- Select one long, strong center stem and cut all the other stems away at the base of the plant.
- Strip the leaves from the stem about halfway up and snip the growing tip. Cut off about an inch or two; the plant will branch out from there.
- Stake the plant to encourage it to grow upright.
- Over time, continue cutting back the growing tips to encourage more branching, and continue to cut the lowest stems from the main stem until your plant reaches the height you like.
- Snip the green top growth into shape. A ball is traditional, but it can be any shape you like.
- Once the stem has become woody and can support itself, you can remove the stake,
- When harvesting, trim sprigs to maintain the shape.
Growing Rosemary Indoors
This herb requires different care when grown as an indoor plant. It still needs full sun, but your watering methods will change. When grown outdoors, rosemary gets a lot of the moisture it needs from humidity in the air.
Dry indoor air, especially in winter, can make growing rosemary indoors challenging. To give the plant more moisture to pull from the air, place the pot on a saucer or tray of pebbles and keep the pebbles wet to increase the humidity around the plant. Mist the leaves a few times a week, and only water when the soil is completely dry.
5 Extra Tips for Growing Success
- Rosemary likes lean, dry conditions and positively thrives on benign neglect. So don’t overwater, and don’t over-fertilize.
- This herb’s leaves do not wilt, so don’t rely on wilting as an indication of water needs.
- Feel the soil and only water when the soil is completely dry all the way down to the roots.
- It’s okay to let this herb flower: flowers do not affect the taste of the leaves like some other herbs. They have a pretty fragrance and are attractive to pollinators.
- Pruning will help keep your plant from getting too woody and encourages fresh new leaves.
Plant rosemary with other herbs from the Mediterranean area that flourish in the same conditions – sage, lavender, oregano, thyme, and marjoram all make good herb companions. It’s a good companion for some vegetables, too. Try planting it with beans, carrots, broccoli, hot peppers, and cabbage. Companion planting is said to increase plant health and yields.
Pests and Diseases
Root rot is the most common problem that affects rosemary and can be avoided by watering properly. Fungal diseases such as powdery and downy mildew can be avoided by ensuring good air circulation around the plants, so don’t place your plants too close together.
Aphids and spider mites are the insect problems you might encounter. They can be controlled with a strong blast of water from your garden hose or with an insecticidal soap approved for use on food crops.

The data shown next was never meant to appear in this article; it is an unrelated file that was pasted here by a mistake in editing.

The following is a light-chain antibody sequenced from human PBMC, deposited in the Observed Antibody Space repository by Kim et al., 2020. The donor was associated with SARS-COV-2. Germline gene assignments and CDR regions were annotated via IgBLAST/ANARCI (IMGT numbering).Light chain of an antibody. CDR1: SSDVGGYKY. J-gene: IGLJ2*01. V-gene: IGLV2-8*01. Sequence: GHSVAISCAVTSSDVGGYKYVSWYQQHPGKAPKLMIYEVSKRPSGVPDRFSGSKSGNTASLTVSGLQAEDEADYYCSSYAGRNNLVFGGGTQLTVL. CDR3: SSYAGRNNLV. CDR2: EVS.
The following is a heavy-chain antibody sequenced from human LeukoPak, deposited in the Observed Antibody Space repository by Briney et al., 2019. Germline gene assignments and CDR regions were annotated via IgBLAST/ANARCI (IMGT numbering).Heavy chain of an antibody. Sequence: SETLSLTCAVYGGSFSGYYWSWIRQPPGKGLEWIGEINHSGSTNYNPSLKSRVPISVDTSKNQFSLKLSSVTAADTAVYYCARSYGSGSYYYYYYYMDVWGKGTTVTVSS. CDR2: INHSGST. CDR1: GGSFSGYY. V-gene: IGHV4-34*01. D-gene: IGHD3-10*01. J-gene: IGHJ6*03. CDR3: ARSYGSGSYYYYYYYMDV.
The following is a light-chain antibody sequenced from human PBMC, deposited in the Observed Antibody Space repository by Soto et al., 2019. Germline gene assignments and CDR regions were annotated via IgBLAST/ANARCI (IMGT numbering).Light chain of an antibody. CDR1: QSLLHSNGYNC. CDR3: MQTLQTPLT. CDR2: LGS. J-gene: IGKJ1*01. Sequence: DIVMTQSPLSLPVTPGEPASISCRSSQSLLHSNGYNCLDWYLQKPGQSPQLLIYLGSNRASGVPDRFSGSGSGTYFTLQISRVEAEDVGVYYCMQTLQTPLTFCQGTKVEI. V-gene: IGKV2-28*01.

When your plant is big enough, you can harvest at any time during the growing season. Don’t take off more than one-third of the plant at any one time. Leave it enough top growth for photosynthesis. Harvested sprigs that are between 2 and 4 inches long work well for cooking. You can use the sprigs whole or strip off the leaves.
Drying and Storing
Harvested sprigs can be frozen in ice cube trays in water or olive oil. They can also be frozen on a sheet pan, then transferred to a freezer bag.
Rosemary can be air-dried or dried in a low-temperature oven. A common method to air dry them is to bundle herbs into bouquets that are hung upside down in a well-ventilated room out of direct sunlight.
Once dried, store the sprigs in an airtight container in a cool, dry place. They should last about 6 months. Once dried herbs lose their aroma, it’s time to replace them.
Its pungent sagey-citrusy flavor makes rosemary a popular herb for use in soups, stews, and bread and is often paired with lemon in fish and chicken dishes.
Make an herbed salt by mixing 3 cups sea salt with ½ cup dried, cracked rosemary. Use on fresh tomatoes, eggs, chicken, or roasted vegetables.
Vinegar can be infused with rosemary. Mixed with other herbs or with garlic and orange zest, and allowed to age. Herbed vinegar can add a bright dimension to salad dressings and other recipes.
Rosemary is often used medicinally for stress and pain relief, and for hair loss. It is used in aromatherapy, as a massage oil, and is a popular ingredient in potpourri.
And did you know? Ancient Greek and Roman scholars wore wreaths of rosemary on their heads because it was said to improve memory. Recent studies suggest its fragrance might help people retain information, but that has not has been proved conclusively. It’s just something you will have to try for yourself.